I see no harm in allowing that a rope lights up if you hit one end of it with faerie fire, but if you as DM find that there's some trick the players are trying to exploit, it's within your realm to declare that it doesn't work that way.

• This makes sense, but doesn't address whether the effects of Faerie Fire can "bleed out" of the 20' cube if there are objects/creatures partially inside, paritally outside that AOE. (I'm talking about cases where we have something that is obviously a single object/creature albeit a large one)
– Dave
Aug 19, 2022 at 18:02
• @Dave I guess I don't understand. If a creature is affected, the creature is affected. It glows. If an object is affected, it's affected. It glows. What's the outstanding question? Aug 19, 2022 at 21:02
• @DarthPseudonym Looking at a copy of the SJ rules now...under Crashing, it says "A spelljammer can run their ship into another object or a creature..." Another object implies that the spelljamming ship is indeed an object. If it was not an object, it would have to say "A spelljammer can run their ship into another ship, an object, or a creature..." See also the descriptions of the blunt and piercings rams. It sure looks to me like the ship is implicitly an object.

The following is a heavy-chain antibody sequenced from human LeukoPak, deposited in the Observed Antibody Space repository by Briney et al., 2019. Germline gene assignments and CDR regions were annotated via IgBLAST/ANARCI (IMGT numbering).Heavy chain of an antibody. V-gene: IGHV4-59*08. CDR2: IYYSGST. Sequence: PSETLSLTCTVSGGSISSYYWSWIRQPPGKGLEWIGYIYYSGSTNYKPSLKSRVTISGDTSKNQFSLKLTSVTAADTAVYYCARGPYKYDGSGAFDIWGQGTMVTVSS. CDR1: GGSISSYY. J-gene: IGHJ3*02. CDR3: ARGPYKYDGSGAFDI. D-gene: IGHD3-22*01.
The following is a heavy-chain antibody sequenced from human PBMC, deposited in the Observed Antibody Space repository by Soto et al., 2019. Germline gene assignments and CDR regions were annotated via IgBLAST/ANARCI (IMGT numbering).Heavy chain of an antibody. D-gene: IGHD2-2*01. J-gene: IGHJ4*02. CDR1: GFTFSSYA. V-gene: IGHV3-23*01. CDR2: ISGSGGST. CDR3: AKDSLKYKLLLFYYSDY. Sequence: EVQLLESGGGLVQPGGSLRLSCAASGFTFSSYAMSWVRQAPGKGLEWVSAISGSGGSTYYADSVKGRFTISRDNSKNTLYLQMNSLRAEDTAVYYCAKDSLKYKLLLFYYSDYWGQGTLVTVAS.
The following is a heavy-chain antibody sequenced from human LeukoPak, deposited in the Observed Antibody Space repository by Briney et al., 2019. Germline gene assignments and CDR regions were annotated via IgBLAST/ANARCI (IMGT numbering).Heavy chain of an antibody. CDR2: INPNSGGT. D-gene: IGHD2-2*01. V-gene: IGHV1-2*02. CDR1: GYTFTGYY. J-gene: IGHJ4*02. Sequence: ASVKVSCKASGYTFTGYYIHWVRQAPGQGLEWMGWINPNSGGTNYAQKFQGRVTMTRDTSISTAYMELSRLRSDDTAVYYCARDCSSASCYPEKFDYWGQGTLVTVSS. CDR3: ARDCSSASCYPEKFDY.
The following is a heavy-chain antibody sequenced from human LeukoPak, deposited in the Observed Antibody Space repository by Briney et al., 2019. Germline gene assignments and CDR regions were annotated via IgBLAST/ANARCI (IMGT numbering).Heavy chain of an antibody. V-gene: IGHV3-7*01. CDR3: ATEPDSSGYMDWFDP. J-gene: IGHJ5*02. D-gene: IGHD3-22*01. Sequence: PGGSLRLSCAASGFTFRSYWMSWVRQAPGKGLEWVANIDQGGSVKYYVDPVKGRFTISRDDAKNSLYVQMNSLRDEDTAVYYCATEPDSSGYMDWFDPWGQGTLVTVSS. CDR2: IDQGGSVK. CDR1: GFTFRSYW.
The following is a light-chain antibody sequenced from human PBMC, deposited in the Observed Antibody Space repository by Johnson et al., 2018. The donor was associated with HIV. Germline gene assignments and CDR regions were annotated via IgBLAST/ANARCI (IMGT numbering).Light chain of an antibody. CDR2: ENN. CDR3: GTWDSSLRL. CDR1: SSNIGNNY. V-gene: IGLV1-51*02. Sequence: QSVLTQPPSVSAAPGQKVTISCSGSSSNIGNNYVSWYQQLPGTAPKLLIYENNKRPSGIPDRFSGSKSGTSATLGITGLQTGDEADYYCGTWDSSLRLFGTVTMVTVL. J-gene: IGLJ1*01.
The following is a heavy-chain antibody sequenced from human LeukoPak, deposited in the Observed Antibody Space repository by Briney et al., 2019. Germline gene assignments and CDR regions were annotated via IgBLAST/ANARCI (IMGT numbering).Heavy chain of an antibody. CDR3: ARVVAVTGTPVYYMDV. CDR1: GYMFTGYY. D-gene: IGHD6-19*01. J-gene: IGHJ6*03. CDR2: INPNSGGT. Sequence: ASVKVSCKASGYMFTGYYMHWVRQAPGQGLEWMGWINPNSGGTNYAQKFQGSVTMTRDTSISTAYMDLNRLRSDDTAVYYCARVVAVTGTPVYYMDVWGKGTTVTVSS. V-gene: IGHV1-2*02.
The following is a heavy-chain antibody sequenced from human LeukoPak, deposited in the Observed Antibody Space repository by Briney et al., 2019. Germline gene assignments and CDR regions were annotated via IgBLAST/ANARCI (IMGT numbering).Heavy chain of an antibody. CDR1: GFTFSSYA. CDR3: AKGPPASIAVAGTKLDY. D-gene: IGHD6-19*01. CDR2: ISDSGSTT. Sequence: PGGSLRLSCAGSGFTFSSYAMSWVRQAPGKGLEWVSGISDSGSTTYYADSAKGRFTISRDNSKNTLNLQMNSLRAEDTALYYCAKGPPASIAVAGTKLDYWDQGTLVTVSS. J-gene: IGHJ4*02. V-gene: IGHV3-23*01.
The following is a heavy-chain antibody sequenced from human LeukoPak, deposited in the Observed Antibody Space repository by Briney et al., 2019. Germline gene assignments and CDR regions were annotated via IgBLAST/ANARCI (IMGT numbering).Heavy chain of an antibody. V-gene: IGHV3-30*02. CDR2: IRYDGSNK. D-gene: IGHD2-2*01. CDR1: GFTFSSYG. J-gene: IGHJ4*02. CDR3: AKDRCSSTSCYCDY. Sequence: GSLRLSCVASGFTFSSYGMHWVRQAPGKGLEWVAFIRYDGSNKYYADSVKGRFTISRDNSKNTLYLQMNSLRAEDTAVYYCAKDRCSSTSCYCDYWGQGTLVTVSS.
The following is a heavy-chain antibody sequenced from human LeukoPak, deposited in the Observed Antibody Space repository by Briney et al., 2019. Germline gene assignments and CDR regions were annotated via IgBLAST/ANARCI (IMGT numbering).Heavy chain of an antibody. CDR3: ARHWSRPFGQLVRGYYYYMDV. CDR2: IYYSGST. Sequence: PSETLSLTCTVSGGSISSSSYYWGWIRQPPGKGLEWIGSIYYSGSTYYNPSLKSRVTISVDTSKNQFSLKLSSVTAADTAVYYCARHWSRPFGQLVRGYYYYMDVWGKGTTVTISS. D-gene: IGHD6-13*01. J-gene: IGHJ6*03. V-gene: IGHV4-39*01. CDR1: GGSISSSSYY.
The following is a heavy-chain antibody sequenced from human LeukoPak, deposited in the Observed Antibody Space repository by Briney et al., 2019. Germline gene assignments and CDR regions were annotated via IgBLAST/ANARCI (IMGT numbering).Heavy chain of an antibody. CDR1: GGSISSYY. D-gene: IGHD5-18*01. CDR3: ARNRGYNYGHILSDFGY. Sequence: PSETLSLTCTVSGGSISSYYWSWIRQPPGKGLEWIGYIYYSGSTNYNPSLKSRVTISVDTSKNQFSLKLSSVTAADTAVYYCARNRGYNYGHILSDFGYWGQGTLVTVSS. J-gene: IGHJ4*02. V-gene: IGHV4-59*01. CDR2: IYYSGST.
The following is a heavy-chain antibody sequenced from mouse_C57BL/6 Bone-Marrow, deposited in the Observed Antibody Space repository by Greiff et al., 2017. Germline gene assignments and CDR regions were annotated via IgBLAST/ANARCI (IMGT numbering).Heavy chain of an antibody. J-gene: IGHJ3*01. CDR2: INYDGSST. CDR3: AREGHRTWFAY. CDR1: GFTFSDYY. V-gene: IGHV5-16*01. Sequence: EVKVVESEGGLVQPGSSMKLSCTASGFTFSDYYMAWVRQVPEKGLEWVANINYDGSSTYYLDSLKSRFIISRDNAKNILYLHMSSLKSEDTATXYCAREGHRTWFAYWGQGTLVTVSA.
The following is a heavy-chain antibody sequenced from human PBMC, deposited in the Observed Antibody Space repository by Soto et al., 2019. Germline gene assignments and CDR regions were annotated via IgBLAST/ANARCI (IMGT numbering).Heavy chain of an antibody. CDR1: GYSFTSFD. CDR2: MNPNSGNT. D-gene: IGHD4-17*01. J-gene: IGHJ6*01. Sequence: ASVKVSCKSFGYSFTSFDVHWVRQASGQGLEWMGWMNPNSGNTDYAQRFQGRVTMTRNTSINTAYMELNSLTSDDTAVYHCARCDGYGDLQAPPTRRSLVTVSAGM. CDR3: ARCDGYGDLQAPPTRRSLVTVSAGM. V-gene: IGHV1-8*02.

– Kirt
Aug 19, 2022 at 23:17
• @Dave: Are you looking for a narrative explanation? Like "the magic of the spell catches the invisible dragon's tail, latching on and spreading like a glitter-bomb over its entire form". Aug 20, 2022 at 2:03

## To be affected, it should suffice if any part is in the area

The rules never clarify how much of a creature or object must be exposed to a spell's area of effct for it to be affected by the spell.

The rules for Area of Effect (PHB p 201) only talk about when a location is in or not in the area, but not how much of a creature or object needs to be exposed to be affected. When you play using the optional rules for a square grid (DMG p. 251) the advice is that "If an area of effect is circular and covers at least half a square, it affects that square.", but that does still not say anything about what happens if only part of a creature or object is in that square. The sections about creature size or object size in the core rules have nothing either.

So, strict Rules-as-Written, this is not defined, and up to the DM to decide.